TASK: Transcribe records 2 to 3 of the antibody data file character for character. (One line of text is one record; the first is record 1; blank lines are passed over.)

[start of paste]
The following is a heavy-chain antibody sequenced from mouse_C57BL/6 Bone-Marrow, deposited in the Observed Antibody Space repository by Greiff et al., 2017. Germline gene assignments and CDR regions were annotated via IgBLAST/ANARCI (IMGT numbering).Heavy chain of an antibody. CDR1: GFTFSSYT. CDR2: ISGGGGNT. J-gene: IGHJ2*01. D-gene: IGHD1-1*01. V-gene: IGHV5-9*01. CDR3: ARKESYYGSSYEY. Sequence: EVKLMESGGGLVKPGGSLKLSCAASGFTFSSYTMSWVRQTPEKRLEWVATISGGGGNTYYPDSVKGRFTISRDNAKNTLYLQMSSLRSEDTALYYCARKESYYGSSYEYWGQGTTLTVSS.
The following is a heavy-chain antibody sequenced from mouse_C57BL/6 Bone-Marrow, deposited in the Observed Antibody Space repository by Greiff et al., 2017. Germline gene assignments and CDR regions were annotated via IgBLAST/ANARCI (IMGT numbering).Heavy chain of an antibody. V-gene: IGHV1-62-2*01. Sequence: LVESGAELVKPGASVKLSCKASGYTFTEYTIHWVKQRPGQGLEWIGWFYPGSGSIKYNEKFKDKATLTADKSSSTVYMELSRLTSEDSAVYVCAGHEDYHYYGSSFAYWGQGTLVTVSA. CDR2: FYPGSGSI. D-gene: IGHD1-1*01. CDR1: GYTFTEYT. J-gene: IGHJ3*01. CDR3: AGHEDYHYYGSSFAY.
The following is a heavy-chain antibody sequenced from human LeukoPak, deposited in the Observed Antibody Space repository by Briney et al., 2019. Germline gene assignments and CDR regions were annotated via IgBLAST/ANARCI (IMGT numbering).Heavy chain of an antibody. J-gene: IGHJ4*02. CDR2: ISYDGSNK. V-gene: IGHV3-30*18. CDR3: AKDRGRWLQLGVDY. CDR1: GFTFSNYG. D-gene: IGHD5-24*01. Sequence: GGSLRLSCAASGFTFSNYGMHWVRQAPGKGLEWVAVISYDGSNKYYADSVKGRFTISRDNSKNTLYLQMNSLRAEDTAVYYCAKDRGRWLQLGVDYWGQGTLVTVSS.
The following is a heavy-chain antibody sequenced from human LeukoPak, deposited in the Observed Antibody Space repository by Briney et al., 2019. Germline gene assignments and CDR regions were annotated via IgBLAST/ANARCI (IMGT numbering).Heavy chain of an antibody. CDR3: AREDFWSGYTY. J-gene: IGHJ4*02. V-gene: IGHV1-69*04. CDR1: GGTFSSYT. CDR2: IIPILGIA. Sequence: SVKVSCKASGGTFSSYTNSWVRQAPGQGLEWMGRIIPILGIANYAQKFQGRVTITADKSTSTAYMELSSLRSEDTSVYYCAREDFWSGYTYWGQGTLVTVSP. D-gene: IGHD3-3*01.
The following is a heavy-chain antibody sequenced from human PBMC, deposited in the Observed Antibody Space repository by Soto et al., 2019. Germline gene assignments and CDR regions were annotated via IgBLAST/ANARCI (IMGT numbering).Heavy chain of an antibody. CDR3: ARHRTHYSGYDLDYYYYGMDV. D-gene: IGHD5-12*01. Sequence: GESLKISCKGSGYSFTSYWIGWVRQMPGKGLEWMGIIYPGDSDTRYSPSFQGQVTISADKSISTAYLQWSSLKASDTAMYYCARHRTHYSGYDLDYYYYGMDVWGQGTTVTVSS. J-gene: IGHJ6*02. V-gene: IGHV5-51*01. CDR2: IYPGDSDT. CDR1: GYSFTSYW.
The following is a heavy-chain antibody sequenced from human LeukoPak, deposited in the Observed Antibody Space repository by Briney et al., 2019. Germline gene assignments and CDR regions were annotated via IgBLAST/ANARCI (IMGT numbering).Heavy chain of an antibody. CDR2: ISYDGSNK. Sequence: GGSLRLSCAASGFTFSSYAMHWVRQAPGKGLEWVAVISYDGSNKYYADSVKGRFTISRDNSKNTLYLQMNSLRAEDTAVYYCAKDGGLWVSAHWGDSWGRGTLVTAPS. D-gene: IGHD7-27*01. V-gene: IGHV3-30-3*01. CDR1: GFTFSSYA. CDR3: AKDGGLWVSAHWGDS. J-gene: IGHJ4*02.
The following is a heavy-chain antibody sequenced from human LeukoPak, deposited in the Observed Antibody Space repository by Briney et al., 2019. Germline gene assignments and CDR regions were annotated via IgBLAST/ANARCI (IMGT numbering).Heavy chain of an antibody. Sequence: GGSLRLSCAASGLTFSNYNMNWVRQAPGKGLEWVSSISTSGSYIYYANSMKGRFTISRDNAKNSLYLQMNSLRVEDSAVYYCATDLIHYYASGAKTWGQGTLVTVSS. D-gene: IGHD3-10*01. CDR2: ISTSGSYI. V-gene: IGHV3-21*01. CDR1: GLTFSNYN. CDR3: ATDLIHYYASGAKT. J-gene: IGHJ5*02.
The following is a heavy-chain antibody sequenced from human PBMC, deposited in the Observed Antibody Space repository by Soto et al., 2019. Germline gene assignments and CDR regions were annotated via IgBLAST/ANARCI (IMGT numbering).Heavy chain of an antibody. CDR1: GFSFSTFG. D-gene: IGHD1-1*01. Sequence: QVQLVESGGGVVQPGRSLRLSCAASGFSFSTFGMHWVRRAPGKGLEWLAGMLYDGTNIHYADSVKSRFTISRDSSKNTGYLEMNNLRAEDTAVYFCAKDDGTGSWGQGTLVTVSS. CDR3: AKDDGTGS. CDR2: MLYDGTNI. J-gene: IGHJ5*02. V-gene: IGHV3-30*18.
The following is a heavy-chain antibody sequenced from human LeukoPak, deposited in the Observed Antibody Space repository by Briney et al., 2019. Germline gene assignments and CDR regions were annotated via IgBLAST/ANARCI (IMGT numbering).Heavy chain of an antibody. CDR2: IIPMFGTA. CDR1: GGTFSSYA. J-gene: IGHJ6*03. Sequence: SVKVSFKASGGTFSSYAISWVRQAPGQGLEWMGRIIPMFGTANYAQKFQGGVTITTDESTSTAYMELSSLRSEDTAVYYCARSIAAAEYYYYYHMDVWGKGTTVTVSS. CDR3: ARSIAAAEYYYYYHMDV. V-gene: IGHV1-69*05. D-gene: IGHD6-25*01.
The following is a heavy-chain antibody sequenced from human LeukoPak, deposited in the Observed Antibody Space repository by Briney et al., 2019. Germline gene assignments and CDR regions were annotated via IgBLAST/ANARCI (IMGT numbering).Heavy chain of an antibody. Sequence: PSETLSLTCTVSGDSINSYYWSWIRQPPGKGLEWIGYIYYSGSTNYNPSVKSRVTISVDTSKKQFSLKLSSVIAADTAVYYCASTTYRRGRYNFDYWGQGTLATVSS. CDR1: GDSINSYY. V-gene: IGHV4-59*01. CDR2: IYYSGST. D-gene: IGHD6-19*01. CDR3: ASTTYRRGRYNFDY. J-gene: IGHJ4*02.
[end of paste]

The following is a heavy-chain antibody sequenced from mouse_C57BL/6 Bone-Marrow, deposited in the Observed Antibody Space repository by Greiff et al., 2017. Germline gene assignments and CDR regions were annotated via IgBLAST/ANARCI (IMGT numbering).Heavy chain of an antibody. V-gene: IGHV1-62-2*01. Sequence: LVESGAELVKPGASVKLSCKASGYTFTEYTIHWVKQRPGQGLEWIGWFYPGSGSIKYNEKFKDKATLTADKSSSTVYMELSRLTSEDSAVYVCAGHEDYHYYGSSFAYWGQGTLVTVSA. CDR2: FYPGSGSI. D-gene: IGHD1-1*01. CDR1: GYTFTEYT. J-gene: IGHJ3*01. CDR3: AGHEDYHYYGSSFAY.
The following is a heavy-chain antibody sequenced from human LeukoPak, deposited in the Observed Antibody Space repository by Briney et al., 2019. Germline gene assignments and CDR regions were annotated via IgBLAST/ANARCI (IMGT numbering).Heavy chain of an antibody. J-gene: IGHJ4*02. CDR2: ISYDGSNK. V-gene: IGHV3-30*18. CDR3: AKDRGRWLQLGVDY. CDR1: GFTFSNYG. D-gene: IGHD5-24*01. Sequence: GGSLRLSCAASGFTFSNYGMHWVRQAPGKGLEWVAVISYDGSNKYYADSVKGRFTISRDNSKNTLYLQMNSLRAEDTAVYYCAKDRGRWLQLGVDYWGQGTLVTVSS.